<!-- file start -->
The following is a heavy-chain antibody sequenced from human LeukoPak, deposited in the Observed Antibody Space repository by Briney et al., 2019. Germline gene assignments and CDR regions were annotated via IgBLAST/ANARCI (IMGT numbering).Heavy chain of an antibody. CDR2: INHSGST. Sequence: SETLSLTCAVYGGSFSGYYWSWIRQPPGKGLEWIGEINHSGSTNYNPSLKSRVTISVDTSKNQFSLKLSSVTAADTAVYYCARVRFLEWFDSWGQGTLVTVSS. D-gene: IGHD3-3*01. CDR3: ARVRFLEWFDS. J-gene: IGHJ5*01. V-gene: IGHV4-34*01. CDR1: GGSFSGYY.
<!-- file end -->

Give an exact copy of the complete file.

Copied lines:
The following is a heavy-chain antibody sequenced from human LeukoPak, deposited in the Observed Antibody Space repository by Briney et al., 2019. Germline gene assignments and CDR regions were annotated via IgBLAST/ANARCI (IMGT numbering).Heavy chain of an antibody. CDR2: INHSGST. Sequence: SETLSLTCAVYGGSFSGYYWSWIRQPPGKGLEWIGEINHSGSTNYNPSLKSRVTISVDTSKNQFSLKLSSVTAADTAVYYCARVRFLEWFDSWGQGTLVTVSS. D-gene: IGHD3-3*01. CDR3: ARVRFLEWFDS. J-gene: IGHJ5*01. V-gene: IGHV4-34*01. CDR1: GGSFSGYY.